Patients with LUTs are evaluated with a complete history and physical to rule out causes other than BPH and bladder dysfunction such as excess fluid and caffeine intake, and use of medications including diuretics and antihistamine. Patients are further evaluated with screening tools such as the American Urologic Association Symptom Index (AUASI) or the International Prostate Symptom Score (IPSS) to determine the severity of LUTS secondary to BPH. IPSS is an 8 question screening tool that assesses the quality of life in addition to 7 questions in AUASI (4). Each question is scored from 0 to 5 and a minimum change of 3 points is considered a clinically important difference (5). Patients with AUASI score of less than 8 are considered to have mild or no symptoms and are managed with watchful waiting (6). Moderate or severe symptoms are considered in patients with AUASI score of 8 or greater than 8 and are managed with pharmacologic treatment including alpha-adrenergic receptor blockers, 5 alpha-reductase inhibitors, antimuscarinic agents, and phosphodiesterase 5 inhibitors. Additionally, international index of erectile function (IIEF) is used to further assess quality of life. For patients who have failed medical management, experience side effects from medications, or not interested in medical therapy are offered minimally invasive surgical treatment such as microwave ablation, surgical treatment including open prostatectomy and transurethral resection of the prostate (TURP) and interventional radiology procedure, prostate artery embolization.

Prostate artery embolization (PAE) is a safe and effective minimally invasive interventional radiology procedure in which intraprostatic vessels are embolized to shrink the size of the prostate gland. Preprocedural assessment includes IPSS, the international index of erectile function (IIEF-5) to asses pre-existing erectile dysfunction (7), postvoid residual (PVR) to objectively assess the degree of bladder outlet obstruction, cross-sectional imaging of the prostate gland, and screening for prostate cancer (8). The current indication for PAE is patients with moderate or severe LUTS from BPH who have not responded to medications or find medication side effects to be intolerable. Patients are excluded from the procedure in other causes of LUTS such as prostate cancer, neurogenic bladder prostatitis, urethral strictures. Clinical trials are underway that demonstrate the efficacy of the procedure and define indications and contraindications. Meta-analysis showed a statistically significant decrease in IPSS of 12.9, 15, 15, and 20.4 points from baseline at 1, 3, 6, 12 months, respectively (9). Additionally, statistically significant improvement in the quality of life and PVR were noted at 1, 3, 6, 12 months. An overall incidence of a compilation was 32.9% (9), the majority of which were classified as minor per SIR guidelines. Rectalgia, dysuria, and transient urinary retention were the most frequent minor complications of PAE. A few major complications related to PAE were severe urinary tract infection and bladder ischemia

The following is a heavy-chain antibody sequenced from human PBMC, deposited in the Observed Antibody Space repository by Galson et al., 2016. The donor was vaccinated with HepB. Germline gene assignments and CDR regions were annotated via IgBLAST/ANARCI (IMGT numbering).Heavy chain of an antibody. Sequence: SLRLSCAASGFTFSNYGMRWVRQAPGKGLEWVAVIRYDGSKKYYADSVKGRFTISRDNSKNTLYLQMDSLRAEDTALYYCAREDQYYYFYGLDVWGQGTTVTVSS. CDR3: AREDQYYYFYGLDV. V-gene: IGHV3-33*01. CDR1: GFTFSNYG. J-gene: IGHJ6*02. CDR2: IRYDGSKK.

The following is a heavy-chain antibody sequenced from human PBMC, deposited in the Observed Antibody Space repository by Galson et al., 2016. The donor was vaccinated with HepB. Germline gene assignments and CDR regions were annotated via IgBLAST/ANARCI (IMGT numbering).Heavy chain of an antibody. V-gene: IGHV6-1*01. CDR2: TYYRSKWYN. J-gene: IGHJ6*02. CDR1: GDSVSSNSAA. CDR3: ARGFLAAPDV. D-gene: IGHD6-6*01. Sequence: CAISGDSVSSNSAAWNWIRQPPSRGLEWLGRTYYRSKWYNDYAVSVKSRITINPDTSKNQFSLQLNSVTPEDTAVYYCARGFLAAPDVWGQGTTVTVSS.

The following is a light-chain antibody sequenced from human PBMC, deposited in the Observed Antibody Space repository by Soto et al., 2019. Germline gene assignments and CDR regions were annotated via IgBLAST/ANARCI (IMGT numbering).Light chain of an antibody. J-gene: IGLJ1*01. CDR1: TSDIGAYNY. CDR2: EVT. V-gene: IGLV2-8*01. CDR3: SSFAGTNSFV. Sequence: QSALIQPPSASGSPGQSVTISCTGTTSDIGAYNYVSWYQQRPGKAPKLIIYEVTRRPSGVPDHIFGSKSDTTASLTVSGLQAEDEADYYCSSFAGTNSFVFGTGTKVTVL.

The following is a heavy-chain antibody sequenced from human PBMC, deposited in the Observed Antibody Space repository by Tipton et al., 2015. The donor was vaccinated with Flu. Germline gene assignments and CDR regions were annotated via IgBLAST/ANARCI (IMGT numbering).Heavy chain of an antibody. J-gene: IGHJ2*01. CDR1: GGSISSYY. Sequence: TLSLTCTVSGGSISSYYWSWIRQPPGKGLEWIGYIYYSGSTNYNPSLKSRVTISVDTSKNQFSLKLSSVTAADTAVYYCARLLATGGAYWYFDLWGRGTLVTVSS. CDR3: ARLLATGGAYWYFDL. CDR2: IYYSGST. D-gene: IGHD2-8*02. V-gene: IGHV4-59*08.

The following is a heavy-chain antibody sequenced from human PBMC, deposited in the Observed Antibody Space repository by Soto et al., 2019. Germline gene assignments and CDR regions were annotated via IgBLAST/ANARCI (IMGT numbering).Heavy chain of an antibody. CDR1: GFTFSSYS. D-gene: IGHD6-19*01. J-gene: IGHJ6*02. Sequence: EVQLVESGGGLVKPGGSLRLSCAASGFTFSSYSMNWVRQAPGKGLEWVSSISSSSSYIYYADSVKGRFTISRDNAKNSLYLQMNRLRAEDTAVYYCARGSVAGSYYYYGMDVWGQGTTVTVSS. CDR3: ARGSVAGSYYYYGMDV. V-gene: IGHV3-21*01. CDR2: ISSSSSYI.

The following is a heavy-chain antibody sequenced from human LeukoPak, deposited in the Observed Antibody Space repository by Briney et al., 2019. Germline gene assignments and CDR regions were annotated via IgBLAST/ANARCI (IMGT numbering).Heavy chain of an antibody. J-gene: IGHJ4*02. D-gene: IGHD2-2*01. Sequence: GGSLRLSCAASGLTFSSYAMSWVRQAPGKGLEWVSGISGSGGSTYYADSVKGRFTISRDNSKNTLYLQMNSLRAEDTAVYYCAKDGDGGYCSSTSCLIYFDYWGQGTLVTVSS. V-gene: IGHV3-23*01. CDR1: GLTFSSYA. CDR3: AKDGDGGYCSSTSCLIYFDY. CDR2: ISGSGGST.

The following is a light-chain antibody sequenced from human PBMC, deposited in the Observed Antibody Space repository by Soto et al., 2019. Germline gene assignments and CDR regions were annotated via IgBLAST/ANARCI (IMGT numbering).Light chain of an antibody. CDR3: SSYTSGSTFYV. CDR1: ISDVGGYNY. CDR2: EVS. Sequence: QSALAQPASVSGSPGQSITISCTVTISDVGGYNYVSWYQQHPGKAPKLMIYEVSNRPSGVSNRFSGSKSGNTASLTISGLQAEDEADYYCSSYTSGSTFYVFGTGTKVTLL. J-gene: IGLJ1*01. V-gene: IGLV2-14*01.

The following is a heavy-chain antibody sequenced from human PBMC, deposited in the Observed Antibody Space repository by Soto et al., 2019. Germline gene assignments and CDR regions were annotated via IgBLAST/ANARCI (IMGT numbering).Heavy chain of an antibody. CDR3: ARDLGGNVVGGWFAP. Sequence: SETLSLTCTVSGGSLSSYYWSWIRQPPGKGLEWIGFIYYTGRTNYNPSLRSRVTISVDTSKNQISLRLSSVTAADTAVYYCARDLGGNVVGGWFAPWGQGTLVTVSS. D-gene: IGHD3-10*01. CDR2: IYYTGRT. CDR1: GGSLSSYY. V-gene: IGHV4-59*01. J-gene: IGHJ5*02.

Details
Condition Benign Prostatic Hyperplasia (BPH), Lower Urinary Tract Symptoms
Treatment Prostate Artery Embolization
Clinical Study IdentifierNCT04766268
SponsorUniversity of Mississippi Medical Center
Last Modified on6 March 2022

Eligibility

Yes No Not Sure

Inclusion Criteria

Anyone with international prostate symptom score greater than or equal to 8 (moderate to severe lower urinary tract symptoms)
Quality of life assessment greater than 3
Prostate volume greater than 40 cm3
Men >45 years old
Indwelling urinary catheter secondary to benign prostatic hyperplasia or moderate-severe lower urinary tract symptoms

Exclusion Criteria

Evidence of tortuous or severe atherosclerotic vessels on CT
Neurogenic bladder
<8 international prostate symptoms score
Prostate volume less than 40cm3
History of prostate cancer